Wave of misery loosed by fall of Wall

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The Independent Online
THE END of Communism in Eastern Europe and the former Soviet bloc has resulted in more poverty, more truancy, more deaths, fewer births and marriages - and a dramatic surge in crime.

That is the depressing picture that emerges from the first comprehensive survey of social trends in the region over the past five years. The report, produced by the United Nations Children's Fund (Unicef), says that conditions in the former Communist bloc are worse than those in Latin America in the 'lost decade' of the 1980s or in the West during the Great Depression of the 1930s.

Unicef warns, moreover, that if such trends continue, they could lead to 'instability and social conflict', endangering the entire process of reform - as is, to a large extent, already being seen in Russia. 'The situation in many former Communist countries is critical and is in sharp contrast to the expectations of three to four years ago,' said Richard Jolly, Unicef's deputy executive director, in Geneva, where the report was launched this week. 'Certainly people then knew there was a rocky road ahead. But nobody envisaged that the rocks would be so large.'

In addition to Russia and Ukraine, the report focused on living conditions in Albania, Bulgaria, Romania, Slovakia, Hungary, Poland and the Czech Republic.

Among its most dramatic findings was a steep rise in death rates over the past four years: by 9 per cent in Romania, 12 per cent in Bulgaria and a staggering 32 per cent in Russia, the equivalent of more than 500,000 extra deaths per year by 1993.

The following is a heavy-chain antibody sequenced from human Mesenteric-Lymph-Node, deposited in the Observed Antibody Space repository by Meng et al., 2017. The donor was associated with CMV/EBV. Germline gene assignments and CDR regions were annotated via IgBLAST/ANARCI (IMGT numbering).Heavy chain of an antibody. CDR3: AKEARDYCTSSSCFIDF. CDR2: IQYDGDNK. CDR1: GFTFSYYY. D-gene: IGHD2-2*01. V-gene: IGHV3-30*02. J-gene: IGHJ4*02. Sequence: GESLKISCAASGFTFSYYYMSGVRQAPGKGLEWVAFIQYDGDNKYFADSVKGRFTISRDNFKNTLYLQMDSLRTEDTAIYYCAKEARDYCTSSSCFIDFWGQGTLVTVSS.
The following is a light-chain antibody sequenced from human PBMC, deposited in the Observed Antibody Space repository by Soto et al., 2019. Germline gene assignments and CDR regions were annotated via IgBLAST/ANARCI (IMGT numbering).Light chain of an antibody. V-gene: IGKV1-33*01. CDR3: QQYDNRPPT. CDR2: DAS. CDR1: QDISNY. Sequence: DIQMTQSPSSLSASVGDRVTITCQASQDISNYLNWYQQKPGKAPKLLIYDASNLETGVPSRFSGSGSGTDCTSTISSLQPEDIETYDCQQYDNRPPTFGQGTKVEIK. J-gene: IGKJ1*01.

Along with a general surge in crime, violent deaths from accidents, poisoning and murder were sharply up, with Russia again providing the most dramatic example: a 60 per cent increase in murders in the first six months of last year alone. In Poland, the number of suicides rose by one third between 1989 and 1992, while in Bulgaria, Romania and Hungary the number of marriages slumped by between 35 per cent and 40 per cent in the same period, leading to a similarly dramatic fall in birth rates.

While nearly all the countries surveyed have suffered large declines in Gross Domestic Product over the period, the scale of the resulting poverty has varied. Russia again led the field, with more than 70 per cent said to be on or below the poverty line at its worst. In Poland, Bulgaria and Romania, the figure has been closer to 40 per cent, while in the Czech Republic, Hungary and Slovakia, it has been kept to below 20 per cent.

The authors of the report attribute much of the blame for the scale of the problems on the 'shock therapy' treatment through which the countries have sought, to varying degrees, to transform their Communist economies into capitalist ones overnight. The sudden removal of price and trade controls involved in the treatment have led to soaring inflation (in Poland it reached 650 per cent at one point), raging unemployment and a sharp decline in disposable incomes, illustrated further by the much higher proportion of earnings now spent on basic foodstuffs throughout the region.

To prevent or minimise the scale of further human misery, particularly the suffering of children, the report calls for basic social safety nets to be kept in place or restored, with help from the West where needed. It also urges international aid to be aimed specifically at preventing the spread of diseases such as tuberculosis that have already started to reappear, and to check the growing problem of malnutrition.